The greatest tragedy of the home education movement is the number of families who set out to teach their children at home but don’t complete the task. In spite of the rapid growth of home education and the corresponding increase of curricular tools, self-help books, research and expertise, many parents lose hope and direction when it comes to the secondary (high school) years.
Somehow, after having proven to themselves and their detractors that they could successfully educate their children to be independent thinking, self-motivated, well-socialized students with a moral framework and a solid work ethic, they balk at the next step. As they approach the secondary years they start believing that special training and programming leading to credits and a diploma is required to be successful in life. Faced with the possibility of jeopardizing their children’s post-secondary options, they often choose to send the children to school or bring the school home. The problem, however, is not one that suddenly manifests itself at grade nine, but is actually one that takes root early in their decision to keep their children home.
Home-based education is usually begun with some uncertainty, but as parents become more familiar with the processes, they begin to establish the patterns that categorize them either as home educating or home schooling. Although the two terms are often used interchangeably to describe all manner of home-based learning, there are some distinctions between the two in both pedagogy and outcomes. The following discussion distinguishes between “home schooling” and “home educating” and helps to clarify the differences between them.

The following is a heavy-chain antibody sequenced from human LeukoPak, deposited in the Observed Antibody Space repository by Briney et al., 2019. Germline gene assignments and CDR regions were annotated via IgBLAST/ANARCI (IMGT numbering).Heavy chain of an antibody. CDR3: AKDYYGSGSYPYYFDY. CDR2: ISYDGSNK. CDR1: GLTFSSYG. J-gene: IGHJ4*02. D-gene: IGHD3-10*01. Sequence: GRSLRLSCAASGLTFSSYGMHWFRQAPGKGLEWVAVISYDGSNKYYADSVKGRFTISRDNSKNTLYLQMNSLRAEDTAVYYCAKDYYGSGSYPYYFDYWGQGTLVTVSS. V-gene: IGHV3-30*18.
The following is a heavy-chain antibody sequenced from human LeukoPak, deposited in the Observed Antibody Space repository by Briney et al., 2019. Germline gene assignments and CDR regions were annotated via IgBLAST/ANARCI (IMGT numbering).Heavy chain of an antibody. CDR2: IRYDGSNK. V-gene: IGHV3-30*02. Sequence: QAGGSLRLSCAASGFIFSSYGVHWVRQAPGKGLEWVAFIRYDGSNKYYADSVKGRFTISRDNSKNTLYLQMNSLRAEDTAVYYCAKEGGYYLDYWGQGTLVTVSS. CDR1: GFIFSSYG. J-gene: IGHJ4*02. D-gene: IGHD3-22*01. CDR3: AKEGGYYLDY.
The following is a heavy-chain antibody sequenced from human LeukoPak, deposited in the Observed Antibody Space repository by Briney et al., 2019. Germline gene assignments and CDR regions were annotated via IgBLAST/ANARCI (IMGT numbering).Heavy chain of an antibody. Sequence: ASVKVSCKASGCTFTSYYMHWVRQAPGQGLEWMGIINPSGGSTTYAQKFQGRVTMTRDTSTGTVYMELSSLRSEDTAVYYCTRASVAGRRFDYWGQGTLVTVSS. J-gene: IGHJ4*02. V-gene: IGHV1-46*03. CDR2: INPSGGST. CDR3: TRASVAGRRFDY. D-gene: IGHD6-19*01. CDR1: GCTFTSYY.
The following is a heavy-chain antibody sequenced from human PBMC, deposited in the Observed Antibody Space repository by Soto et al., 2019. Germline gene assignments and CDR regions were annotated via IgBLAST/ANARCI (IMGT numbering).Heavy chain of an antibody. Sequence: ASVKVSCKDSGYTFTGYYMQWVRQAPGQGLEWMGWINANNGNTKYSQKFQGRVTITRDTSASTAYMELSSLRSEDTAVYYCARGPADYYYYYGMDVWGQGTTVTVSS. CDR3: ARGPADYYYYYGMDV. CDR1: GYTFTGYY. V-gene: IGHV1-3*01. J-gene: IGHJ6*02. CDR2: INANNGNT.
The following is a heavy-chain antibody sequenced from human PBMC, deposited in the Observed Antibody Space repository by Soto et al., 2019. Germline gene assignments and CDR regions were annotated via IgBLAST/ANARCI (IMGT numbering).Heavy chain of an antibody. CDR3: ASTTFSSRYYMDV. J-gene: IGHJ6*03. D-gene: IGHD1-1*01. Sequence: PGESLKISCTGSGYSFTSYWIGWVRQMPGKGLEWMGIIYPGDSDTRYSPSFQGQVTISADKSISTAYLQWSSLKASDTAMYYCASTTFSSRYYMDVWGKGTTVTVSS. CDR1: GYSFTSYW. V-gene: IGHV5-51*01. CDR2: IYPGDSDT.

Home schooling is best described as generally following the government-mandated processes and procedures leading to established expectations and outcomes. This is the educational status quo followed by all publicly-funded schools and the one defended by the “education industry” as the best (and only) way of educating children.
The philosophy that drives this industry was built on the premise that the state and its professionals have far greater vision and expertise at raising and educating children than parents do. Its one-size-fits-all approach assumes all children have roughly the same capacities for learning the same things at the same time, usually viewing those who do not conform to this pre-determined “standard of normality” as in need of remediation. Students are categorized by grade, although a child does not have to master the learning objectives of one grade to be advanced to the other.
Some effort is made to meet the needs of every individual child, but this form of education is designed for the school, which by its nature has many students in a classroom at the same time with only one teacher. That teacher, as resourceful and as sincere as he or she may be, can only do one thing at a time. Meeting individual needs using a structured classroom approach is best accomplished if the program is being delivered at home, hence the term “home school.”
School is usually all that parents know about education since most people have been educated in this way. Therefore, they willingly choose to educate their children in like manner. Some choose this method because of familiarity; others due to a lack of self-confidence. They can also be lured into home schooling with various incentives intended to entice their participation or simply by having a facilitator who is only familiar with this approach to education.
Bringing the School Home